Wednesday, July 12, 2017

"The First Victim of American Imperialism"

"Many important figures of the epoch, with shame and regret, recognized its nature. That 'most outrageous war' (John Quincy Adams wrote) had been 'actuated by a spirit of rapacity and an inordinate desire for territorial aggrandizement' (Henry Clay), and began with a premeditated attack by President James Polk, thanks to which 'a band of murderers and demons from hell' were 'permitted to kill men, women and children' (Abraham Lincoln).
"After the naval bombardment of the civilian population of Veracruz, Robert E. Lee wrote to his wife, 'My heart bleeds for the inhabitants.' In his memoirs, Ulysses S. Grant lamented that he had not had "the moral courage to resign' from what, as a young officer, he had described as 'the most wicked war.' For a number of other politicians and thinkers, including Henry David Thoreau, the war contradicted the democratic and republican values on which the country had been founded and was opposed to basic Christian ethics."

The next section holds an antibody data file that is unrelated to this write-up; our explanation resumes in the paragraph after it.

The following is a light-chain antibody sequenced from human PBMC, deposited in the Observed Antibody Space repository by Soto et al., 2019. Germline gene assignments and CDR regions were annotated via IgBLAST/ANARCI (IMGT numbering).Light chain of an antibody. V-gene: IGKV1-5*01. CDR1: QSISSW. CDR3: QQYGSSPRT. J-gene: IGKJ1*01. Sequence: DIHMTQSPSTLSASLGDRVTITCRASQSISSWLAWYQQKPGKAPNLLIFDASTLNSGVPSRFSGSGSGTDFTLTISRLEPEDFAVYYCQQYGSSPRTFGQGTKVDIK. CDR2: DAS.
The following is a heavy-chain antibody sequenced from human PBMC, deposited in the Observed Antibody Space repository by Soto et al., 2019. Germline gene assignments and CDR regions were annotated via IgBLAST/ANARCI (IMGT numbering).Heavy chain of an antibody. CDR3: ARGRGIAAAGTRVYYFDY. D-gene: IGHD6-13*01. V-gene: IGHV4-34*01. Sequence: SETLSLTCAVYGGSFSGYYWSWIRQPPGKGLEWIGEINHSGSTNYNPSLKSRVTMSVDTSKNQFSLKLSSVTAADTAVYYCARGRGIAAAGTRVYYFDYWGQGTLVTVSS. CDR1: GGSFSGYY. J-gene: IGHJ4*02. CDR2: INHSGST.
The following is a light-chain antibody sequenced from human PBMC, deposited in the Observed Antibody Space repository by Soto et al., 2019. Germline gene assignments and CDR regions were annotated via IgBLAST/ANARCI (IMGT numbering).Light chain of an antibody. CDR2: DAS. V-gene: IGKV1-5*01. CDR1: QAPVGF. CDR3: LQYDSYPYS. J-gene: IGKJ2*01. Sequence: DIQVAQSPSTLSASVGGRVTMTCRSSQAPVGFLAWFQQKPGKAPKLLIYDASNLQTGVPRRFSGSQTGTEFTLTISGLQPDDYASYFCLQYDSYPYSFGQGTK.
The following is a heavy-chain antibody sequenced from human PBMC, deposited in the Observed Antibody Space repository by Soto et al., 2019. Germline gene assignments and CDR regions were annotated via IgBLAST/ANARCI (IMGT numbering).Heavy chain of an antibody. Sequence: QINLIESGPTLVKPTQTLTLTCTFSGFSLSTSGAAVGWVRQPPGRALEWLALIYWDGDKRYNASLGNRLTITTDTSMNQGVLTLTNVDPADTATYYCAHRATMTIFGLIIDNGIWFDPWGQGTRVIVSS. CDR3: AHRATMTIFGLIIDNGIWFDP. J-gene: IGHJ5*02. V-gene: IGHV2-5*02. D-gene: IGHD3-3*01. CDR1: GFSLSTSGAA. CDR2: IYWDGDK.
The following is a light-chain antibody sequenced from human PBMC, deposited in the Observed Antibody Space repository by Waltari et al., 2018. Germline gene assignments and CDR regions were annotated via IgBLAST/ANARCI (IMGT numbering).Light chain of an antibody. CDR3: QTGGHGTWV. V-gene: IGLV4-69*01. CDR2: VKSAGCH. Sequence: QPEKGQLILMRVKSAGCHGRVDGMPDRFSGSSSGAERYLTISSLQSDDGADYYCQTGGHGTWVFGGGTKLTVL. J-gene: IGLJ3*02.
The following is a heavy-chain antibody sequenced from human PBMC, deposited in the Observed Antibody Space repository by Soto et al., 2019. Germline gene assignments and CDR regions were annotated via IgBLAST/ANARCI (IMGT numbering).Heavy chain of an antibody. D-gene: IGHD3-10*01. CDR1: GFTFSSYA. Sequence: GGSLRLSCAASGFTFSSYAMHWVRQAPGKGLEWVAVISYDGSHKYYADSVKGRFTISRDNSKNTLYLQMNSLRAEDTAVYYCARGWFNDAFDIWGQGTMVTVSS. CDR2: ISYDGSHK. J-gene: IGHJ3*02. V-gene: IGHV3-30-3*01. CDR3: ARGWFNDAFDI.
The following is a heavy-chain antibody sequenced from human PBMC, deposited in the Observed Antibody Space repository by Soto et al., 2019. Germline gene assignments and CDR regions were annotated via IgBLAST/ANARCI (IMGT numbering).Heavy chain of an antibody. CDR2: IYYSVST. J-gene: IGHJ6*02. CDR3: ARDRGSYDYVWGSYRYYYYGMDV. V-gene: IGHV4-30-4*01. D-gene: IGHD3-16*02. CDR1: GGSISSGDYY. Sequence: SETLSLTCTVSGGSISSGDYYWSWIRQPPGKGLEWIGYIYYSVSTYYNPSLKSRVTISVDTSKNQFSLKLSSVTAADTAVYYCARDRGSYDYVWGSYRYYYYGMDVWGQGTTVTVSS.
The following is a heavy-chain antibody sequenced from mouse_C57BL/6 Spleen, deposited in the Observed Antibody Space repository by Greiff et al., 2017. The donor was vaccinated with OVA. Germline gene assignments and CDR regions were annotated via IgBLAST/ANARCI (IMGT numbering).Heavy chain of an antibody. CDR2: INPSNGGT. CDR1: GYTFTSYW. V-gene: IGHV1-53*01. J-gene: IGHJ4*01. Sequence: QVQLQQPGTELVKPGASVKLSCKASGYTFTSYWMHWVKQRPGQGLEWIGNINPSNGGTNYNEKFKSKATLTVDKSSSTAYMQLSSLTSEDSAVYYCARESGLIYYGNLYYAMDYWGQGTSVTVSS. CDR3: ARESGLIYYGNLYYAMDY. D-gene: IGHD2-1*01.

Enrique Krauze at The New York Times writes about an effort to invalidate the Treaty of Guadalupe Hidalgo.

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